Back in Cairo I called Sheikh Ali, I explained the purpose of my research and he was very welcoming and keen to receive me. His office is located in a narrow alley off El-‘eshrein road, an inconceivably long road in one of the busiest districts of Giza. After walking for about twenty minutes, all while dodging cars, people, mini-buses, bicycles, motorcycles, goats, cats, and Chinese motorised tricycles, I found him waiting for me at the agreed upon meeting point. Sheikh Ali is a man in his fifties; originally from Aswan he settled in Cairo, opened an Estate Agent office and practices what he calls ‘Spiritual Healing’ on the side. He treats people in Cairo and regularly travels to the Western desert where he finds tens of people bringing their ill children, friends, and relatives. His competence also brings him foreign patients from Gulf States, who occasionally invite him abroad to cure a difficult case.

Sheikh Ali treats people possessed by jinn. But he also identifies other categories of illness which he calls ta’ab nafsi (‘self-distress’) and gonoon (madness) in addition to bodily illness which is in the rightful domain of medicine. He considers possession and ‘self-distress’ to fall within his domain of competence, while gonoon is more of a medical problem. (The jinn can make you mad – magnoon, but once they are removed you should return to sanity). The distinction between these three categories relies on discerning a number of symptoms, the course of the condition, the effectiveness of certain treatments, comprehensibility of the patient, and more generally – as he explained – on the healer’s clinical sense, experience, and intuition. When first hearing about a case he tries to answer three questions: (1) is it possession, ‘self-distress’, or madness? (2) Would long-distance treatment be possible or does he need to see the person face to face. (3) What are the causes; specifically is magic involved or not? In a way possession is the presumed category until proven otherwise.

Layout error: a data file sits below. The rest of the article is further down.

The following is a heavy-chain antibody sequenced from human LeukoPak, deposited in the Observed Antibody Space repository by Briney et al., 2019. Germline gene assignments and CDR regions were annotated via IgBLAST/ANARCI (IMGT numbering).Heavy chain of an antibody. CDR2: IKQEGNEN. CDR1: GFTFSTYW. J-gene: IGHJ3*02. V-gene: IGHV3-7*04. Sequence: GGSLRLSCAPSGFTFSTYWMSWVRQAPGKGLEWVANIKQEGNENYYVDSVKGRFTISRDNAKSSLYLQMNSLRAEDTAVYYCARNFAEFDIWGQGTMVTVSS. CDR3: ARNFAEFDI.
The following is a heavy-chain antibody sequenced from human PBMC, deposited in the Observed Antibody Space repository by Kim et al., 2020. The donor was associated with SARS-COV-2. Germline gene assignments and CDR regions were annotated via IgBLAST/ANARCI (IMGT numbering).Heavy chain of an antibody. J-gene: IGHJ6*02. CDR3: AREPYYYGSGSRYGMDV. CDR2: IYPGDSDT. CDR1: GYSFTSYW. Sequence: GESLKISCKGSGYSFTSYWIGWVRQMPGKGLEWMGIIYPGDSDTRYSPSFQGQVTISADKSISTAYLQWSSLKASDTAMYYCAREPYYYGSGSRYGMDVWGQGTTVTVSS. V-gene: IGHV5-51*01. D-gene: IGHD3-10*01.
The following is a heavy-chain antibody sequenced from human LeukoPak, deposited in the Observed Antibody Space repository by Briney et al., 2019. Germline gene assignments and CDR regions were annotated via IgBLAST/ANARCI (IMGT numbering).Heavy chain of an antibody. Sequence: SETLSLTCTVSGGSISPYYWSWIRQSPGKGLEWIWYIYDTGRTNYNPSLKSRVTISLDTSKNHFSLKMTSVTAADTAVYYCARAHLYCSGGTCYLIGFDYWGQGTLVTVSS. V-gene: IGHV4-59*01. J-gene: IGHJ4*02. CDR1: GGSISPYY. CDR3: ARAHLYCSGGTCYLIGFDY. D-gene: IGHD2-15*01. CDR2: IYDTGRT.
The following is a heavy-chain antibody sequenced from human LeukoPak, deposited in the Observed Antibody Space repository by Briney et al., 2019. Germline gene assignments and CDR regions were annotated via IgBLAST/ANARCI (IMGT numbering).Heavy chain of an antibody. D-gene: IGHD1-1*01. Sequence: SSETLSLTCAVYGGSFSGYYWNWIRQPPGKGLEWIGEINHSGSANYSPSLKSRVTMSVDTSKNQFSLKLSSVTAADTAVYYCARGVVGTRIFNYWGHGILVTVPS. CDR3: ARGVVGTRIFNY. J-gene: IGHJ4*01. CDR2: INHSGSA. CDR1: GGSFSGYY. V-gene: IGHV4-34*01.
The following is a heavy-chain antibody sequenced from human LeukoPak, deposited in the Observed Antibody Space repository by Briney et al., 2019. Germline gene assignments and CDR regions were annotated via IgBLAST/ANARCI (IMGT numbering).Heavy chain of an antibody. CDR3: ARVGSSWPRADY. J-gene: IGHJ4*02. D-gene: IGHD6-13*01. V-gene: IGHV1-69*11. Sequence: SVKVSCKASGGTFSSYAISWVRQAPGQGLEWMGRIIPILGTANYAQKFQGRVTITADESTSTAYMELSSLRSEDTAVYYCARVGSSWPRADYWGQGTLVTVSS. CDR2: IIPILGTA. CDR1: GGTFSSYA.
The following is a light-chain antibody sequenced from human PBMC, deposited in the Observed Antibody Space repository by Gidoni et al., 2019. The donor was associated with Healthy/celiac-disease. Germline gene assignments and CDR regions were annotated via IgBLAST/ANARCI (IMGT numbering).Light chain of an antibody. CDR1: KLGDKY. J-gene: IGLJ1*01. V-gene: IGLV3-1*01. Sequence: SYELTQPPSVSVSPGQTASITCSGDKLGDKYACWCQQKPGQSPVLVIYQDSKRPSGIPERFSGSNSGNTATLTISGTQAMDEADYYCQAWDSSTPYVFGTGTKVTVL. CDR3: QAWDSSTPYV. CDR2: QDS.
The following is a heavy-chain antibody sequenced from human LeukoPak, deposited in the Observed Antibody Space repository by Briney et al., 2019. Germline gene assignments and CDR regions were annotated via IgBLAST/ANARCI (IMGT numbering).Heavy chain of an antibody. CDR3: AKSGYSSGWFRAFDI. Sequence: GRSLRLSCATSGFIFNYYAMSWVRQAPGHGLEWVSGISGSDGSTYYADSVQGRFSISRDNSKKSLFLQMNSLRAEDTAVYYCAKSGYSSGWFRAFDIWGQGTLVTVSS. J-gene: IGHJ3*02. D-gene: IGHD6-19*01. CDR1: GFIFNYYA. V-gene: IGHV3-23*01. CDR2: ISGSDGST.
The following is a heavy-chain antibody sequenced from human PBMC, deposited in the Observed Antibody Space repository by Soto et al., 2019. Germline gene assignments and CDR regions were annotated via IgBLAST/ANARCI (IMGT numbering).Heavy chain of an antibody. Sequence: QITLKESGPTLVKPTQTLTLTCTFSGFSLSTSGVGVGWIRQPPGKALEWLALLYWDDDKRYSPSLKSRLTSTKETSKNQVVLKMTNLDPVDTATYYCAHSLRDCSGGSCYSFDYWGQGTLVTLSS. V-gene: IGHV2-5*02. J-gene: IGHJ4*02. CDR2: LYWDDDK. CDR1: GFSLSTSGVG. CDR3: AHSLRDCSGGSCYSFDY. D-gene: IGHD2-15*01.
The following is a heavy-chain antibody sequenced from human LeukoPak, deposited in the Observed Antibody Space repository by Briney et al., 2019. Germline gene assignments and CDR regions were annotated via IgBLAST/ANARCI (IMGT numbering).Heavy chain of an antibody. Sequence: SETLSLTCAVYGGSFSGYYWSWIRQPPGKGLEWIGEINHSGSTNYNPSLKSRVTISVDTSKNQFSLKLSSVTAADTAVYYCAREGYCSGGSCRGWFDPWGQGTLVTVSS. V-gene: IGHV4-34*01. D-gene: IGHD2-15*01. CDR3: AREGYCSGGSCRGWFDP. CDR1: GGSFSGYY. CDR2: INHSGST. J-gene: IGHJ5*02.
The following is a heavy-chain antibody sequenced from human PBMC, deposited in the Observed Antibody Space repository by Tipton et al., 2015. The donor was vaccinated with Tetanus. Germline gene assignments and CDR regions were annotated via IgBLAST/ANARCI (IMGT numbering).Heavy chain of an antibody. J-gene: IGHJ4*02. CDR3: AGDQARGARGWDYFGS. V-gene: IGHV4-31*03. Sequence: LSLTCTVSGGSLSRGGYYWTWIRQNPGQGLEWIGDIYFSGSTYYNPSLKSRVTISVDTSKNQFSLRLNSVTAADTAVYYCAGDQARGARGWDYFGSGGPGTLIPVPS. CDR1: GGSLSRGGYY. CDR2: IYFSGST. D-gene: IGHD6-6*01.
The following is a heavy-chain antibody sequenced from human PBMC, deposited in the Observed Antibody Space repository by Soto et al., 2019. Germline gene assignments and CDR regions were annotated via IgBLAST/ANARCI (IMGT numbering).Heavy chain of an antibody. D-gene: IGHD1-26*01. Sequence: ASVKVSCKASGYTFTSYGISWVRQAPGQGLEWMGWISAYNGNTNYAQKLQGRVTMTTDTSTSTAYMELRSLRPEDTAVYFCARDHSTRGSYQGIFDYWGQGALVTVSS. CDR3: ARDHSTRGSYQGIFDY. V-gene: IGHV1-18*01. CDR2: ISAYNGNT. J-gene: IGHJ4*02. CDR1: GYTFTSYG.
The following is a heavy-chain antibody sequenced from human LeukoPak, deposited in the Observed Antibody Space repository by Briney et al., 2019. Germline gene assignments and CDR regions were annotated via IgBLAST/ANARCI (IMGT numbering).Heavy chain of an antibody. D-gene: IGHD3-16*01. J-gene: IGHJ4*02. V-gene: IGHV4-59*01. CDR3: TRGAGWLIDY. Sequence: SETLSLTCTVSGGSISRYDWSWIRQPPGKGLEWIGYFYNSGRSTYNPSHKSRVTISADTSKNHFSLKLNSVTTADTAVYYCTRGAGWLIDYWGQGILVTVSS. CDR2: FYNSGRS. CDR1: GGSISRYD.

In my interview with him he listed the most common symptoms a possessed person could present with:

  • Frequent dreams and nightmares, especially of being followed and persecuted.
  • People (voices) talking to the person.
  • The feeling of being controlled and directed by someone or something.
  • Involuntary movements of the limbs.
  • A feeling of something moving up and down the body.
  • Fears of being killed.
  • Pain travelling along the body.
  • Feelings of suffocation.
  • Back, shoulder, and stomach pains.
  • Irritability and sudden loss of temper.
  • Poor memory.
  • Sometimes complete mutism for long periods of time.
  • Sleep: could be much more or less than the average for the person.
  • Appetite: increased or decreased.
  • Sometimes sexual arousal.